More than 20 million medical tourists went abroad in search of medical treatments and procedures last year in 2019. As the medical travel industry has been steadily rising every year, it would be natural to assume that 2020 will see even more people travel overseas to receive medical services. In fact, 10% of these medical tourists are 2 million Americans and it’s not surprising why.
A recent academic study determined the top 3 reasons why medical tourists travel from the United States for medical treatments.
- Naturally, the quality of medical care is a strong motivating factor.
- The cost savings is also a major reason. This is understandable given the staggering healthcare costs as well as an alarming 84 million Americans are either not insured or underinsured.
- Interestingly, the fact that the political situation in the medical tourism destination plays a large role in the decision-making process.
The other reasons medical tourists go abroad in search of quality healthcare and medical treatments are:
- reduced wait times
- highly-specialized treatments that are not available in their home country
So will this be the same for 2020?
If you are up to date with the current affairs, you’ll know the world is currently facing an unprecedented spread of the coronavirus, COVID-19, which broke out late 2019.
This viral outbreak has impacted many countries with travel restrictions put in place as a response. Video telehealth consultations with GP doctors are on the rise as people are even hesitant to travel locally; which is important due to the contagious nature of the coronavirus.
Like every tourism industry, medical tourism has been affected by COVID-19. Many medical tourism trips will be postponed or cancelled, if not already, particularly if they were intending to travel to areas where the COVID-19 hotspots currently are. Nevertheless, that doesn’t mean that all travel has been suspended and there will be those that will take extra caution while they travel. As with any virus, it will run its course and eventually the number of cases will ease, as seen within China.
Last year, International Medical Travel Journal (IMTJ), a UK-based top medical travel resource site, ran a survey with 1,000 participants to determine the 10 countries that are the most attractive and popular destinations for medical tourism:
At the time of writing, the World Health Organisation (WHO) has declared COVID-19 a pandemic. Many governments are advising their citizens to reconsider travelling to countries such as China, Iran, Italy and South Korea due to their alarming spread of COVID-19 cases.
Therefore, South Korea, which is on our list, will be affected. It is also important to note that there are rising tensions between Turkey and Syria as well. If things do not resolve in the next few months, it’s only natural that their statuses as top medical tourism destinations would be impacted.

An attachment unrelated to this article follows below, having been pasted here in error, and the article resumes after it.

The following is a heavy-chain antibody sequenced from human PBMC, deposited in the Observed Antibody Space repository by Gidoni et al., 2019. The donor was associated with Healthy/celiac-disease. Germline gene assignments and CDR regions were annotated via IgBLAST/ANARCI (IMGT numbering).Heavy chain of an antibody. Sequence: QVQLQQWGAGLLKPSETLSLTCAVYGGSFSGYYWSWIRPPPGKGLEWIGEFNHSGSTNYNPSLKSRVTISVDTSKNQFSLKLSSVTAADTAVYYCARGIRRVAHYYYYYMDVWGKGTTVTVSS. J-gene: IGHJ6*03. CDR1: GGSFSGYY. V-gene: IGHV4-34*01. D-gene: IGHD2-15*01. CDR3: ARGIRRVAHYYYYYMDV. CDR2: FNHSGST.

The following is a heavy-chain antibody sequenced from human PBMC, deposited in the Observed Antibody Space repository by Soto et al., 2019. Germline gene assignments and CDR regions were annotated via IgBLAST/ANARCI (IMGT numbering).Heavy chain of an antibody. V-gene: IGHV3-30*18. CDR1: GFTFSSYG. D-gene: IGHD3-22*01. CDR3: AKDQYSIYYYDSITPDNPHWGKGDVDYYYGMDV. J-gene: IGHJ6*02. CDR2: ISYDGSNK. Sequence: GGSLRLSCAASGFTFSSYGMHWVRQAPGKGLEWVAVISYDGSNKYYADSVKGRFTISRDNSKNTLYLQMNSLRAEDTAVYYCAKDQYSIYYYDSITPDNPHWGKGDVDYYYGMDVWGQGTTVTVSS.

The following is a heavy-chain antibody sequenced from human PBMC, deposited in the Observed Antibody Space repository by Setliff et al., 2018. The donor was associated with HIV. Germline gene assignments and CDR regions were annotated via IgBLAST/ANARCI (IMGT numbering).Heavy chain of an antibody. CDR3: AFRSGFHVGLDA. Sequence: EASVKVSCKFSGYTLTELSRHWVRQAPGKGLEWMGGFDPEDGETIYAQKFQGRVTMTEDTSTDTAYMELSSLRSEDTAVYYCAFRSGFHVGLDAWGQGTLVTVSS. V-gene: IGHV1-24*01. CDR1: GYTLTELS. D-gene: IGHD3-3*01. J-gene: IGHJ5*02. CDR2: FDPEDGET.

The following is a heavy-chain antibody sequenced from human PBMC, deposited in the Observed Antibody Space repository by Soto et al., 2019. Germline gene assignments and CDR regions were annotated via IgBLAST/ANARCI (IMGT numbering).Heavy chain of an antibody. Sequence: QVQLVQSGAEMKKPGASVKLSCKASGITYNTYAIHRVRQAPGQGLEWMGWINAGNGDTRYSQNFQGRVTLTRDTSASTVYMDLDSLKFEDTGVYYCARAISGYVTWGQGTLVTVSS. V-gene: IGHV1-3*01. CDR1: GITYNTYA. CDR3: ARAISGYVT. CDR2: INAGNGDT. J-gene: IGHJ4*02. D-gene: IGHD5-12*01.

Nevertheless, the main reason why these countries have been nominated by medical tourists is because of their internationally accredited hospitals with a strong history of achievement and a commitment to quality healthcare.
There is no shortage of internationally-trained doctors, high-skilled and experienced medical staff as well as excellent infrastructure and medical facilities. Many of these hospitals have been accredited by the JCI Joint Commission International (JCI), an international accreditation body that sets the gold standard in health care globally.
In fact, as one of the most developed countries in the world, South Korea, has one of the most technologically-advanced technologies. Although renowned for cosmetic and plastic surgery, South Korea also excels in spinal surgery, particularly non-invasive spinal surgeries where over 20,000 cases are performed yearly.
Turkey currently boasts 34 JCI-accredited medical hospitals and have medical facilities that are affiliated with prestigious US medical centres and bodies such as John Hopkins, Mayo Clinic and Harvard Medical International. One of its best institutions, the Anadolu Medical Centre (affiliated with John Hopkins Medicine) is well-known for its cancer treatment centres.
Some countries such as Malaysia and Thailand have governments and private sectors that actively promote medical tourism. It’s not unusual to find medical tourism packages to assist foreign patients with their medical journey. Anything from visa requirements to travel arrangements such as airport pickups and accommodation is neatly packaged together. Medical tourists can fully benefit from their excellent healthcare systems and enjoy their tourist attractions with greater ease.
Search for hospitals that have international accreditation by JCI here. As the JCI only awards hospitals, laboratories and medical facilities when they meet their exceptional world-class standards, by choosing these internationally accredited facilities, you are ensured the best quality of care will be given.
It is important to note that most travel insurance only covers medical treatments in the event of an accident. We highly-advise that you research health insurance companies that cover elective or overseas procedures such as Medical Traveller Insurance.
This article is for informational purposes only and does not constitute medical advice. The information contained herein is not a substitute for and should never be relied upon for professional medical advice. Always talk to your doctor about the risks and benefits of any treatment. Data obtained by IMTJ, Patient without Borders, authors Radesh Palakirthi and Frederick DeMicco, and other sources found in the links below: